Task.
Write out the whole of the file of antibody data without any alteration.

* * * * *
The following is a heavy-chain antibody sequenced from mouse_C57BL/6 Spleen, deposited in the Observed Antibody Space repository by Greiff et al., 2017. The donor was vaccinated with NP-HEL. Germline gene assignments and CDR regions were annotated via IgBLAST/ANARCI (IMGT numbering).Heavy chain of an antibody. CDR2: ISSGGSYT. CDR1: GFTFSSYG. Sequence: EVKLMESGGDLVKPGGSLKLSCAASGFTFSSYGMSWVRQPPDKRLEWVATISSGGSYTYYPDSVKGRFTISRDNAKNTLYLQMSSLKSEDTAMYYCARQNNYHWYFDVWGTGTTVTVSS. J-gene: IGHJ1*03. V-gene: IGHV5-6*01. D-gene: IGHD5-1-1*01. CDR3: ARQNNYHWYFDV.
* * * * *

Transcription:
The following is a heavy-chain antibody sequenced from mouse_C57BL/6 Spleen, deposited in the Observed Antibody Space repository by Greiff et al., 2017. The donor was vaccinated with NP-HEL. Germline gene assignments and CDR regions were annotated via IgBLAST/ANARCI (IMGT numbering).Heavy chain of an antibody. CDR2: ISSGGSYT. CDR1: GFTFSSYG. Sequence: EVKLMESGGDLVKPGGSLKLSCAASGFTFSSYGMSWVRQPPDKRLEWVATISSGGSYTYYPDSVKGRFTISRDNAKNTLYLQMSSLKSEDTAMYYCARQNNYHWYFDVWGTGTTVTVSS. J-gene: IGHJ1*03. V-gene: IGHV5-6*01. D-gene: IGHD5-1-1*01. CDR3: ARQNNYHWYFDV.